Search the web for ‘Download Calc Plus’

Microsoft don’t actually provide this as a download’able application anymore but you will find it on sites like ‘’.

We’re using Calc Plus because it exposes a lot of it’s object information to TestComplete. We’re not using the default calcualtor supplied with Windows because this one doesn’t expose everything we need. Calc Plus just makes our life easier as we start out learning TestComplete.



A Little About the Application Under Test – Calculator Plus

Now you have Calculator Plus, and before we start recording our first test, lets just check out the ‘Tested Apps’ feature. There will be a lot of processes running on your PC or Server. Adding your Calc Plus application as a ‘Tested App’ makes it easy to focus on the application we’re testing. If you follow the next few steps you’ll see how…

1. start Calc Plus
2. click on the Object Browser tab



3. locate calculator plus in the objects list




4. right click and select ‘Add Process to Tested Apps’



5. click the ‘Yes’ button to confirm the addition

6. If you’re prompted with ‘Do you want to add the Tested Applications’ project item select ‘Yes’ followed by ‘Ok’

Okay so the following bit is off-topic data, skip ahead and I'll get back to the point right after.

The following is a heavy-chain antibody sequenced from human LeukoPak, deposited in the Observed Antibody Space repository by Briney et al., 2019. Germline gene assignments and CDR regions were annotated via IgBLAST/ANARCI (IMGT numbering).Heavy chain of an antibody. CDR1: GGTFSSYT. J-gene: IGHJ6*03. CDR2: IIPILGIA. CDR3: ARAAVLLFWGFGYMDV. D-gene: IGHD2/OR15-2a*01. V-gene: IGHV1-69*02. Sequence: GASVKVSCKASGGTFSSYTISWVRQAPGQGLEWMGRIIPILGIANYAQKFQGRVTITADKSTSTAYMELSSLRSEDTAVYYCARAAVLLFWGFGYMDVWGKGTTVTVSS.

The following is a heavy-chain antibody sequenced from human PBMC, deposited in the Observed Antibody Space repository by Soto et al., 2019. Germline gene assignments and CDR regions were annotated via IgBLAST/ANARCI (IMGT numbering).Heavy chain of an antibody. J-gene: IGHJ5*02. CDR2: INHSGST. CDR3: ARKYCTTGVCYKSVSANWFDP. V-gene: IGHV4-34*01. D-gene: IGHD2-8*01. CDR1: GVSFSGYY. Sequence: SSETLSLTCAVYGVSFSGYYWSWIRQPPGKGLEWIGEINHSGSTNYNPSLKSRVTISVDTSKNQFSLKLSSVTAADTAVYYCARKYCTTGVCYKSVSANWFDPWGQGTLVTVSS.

7. go back to the ‘Project Workspace’ tab



8. double click on the ‘Tested Apps’ node

module2-tested-app-basic-settingsAt this point you should see ‘Calculator Plus’ in the list of Tested Apps. What this gives us is the ability to filter, auto start and focus our test effort on just this application. For now the settings for this tested app should be as follows:





Next we’ll create our first test. Our first test will be a mixture of adding test steps manually and recording parts of the test too.


2. Recording Your First Test

To start off then we’ll manually add a few test steps before we record some test steps.

1. Rename the keyword test ‘Test1’ to “Start Calc”





2. Add a new Keyword test by click on ‘KeywordTests’ and selecting ‘Add New Item’




3. Call the new Keyword test ‘Close Calc’





4. Double click the ‘StartCalc’ node so that it opens in the workspace and drag the ‘Run TestedApp’ operation into the workspace, selecting ‘Calc Plus’ as you do so






Then right click on the ‘StartCalc’ test in project explorer and select run start calc. This’ll just make sure we have Calc Plus running so that we can complete the next step.

5. Click the ‘Record New Test’ button